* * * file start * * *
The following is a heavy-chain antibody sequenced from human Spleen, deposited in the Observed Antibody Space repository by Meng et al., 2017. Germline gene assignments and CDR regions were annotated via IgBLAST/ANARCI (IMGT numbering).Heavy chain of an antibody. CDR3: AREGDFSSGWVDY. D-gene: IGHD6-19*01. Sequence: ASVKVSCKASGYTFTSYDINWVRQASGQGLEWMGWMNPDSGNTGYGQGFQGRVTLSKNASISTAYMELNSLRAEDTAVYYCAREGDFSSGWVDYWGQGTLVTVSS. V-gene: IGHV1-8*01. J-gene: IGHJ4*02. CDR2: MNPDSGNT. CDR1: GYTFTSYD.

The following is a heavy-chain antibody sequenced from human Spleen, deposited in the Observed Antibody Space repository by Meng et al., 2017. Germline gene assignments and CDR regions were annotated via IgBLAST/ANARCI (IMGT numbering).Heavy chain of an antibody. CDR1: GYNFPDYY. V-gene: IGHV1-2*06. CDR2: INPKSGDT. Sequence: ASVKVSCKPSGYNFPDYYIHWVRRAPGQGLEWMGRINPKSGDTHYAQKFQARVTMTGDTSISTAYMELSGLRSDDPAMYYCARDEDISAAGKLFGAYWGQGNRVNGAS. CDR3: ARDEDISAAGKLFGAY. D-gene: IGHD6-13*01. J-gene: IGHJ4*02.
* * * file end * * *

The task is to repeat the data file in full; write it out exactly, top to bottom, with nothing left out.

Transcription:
The following is a heavy-chain antibody sequenced from human Spleen, deposited in the Observed Antibody Space repository by Meng et al., 2017. Germline gene assignments and CDR regions were annotated via IgBLAST/ANARCI (IMGT numbering).Heavy chain of an antibody. CDR3: AREGDFSSGWVDY. D-gene: IGHD6-19*01. Sequence: ASVKVSCKASGYTFTSYDINWVRQASGQGLEWMGWMNPDSGNTGYGQGFQGRVTLSKNASISTAYMELNSLRAEDTAVYYCAREGDFSSGWVDYWGQGTLVTVSS. V-gene: IGHV1-8*01. J-gene: IGHJ4*02. CDR2: MNPDSGNT. CDR1: GYTFTSYD.

The following is a heavy-chain antibody sequenced from human Spleen, deposited in the Observed Antibody Space repository by Meng et al., 2017. Germline gene assignments and CDR regions were annotated via IgBLAST/ANARCI (IMGT numbering).Heavy chain of an antibody. CDR1: GYNFPDYY. V-gene: IGHV1-2*06. CDR2: INPKSGDT. Sequence: ASVKVSCKPSGYNFPDYYIHWVRRAPGQGLEWMGRINPKSGDTHYAQKFQARVTMTGDTSISTAYMELSGLRSDDPAMYYCARDEDISAAGKLFGAYWGQGNRVNGAS. CDR3: ARDEDISAAGKLFGAY. D-gene: IGHD6-13*01. J-gene: IGHJ4*02.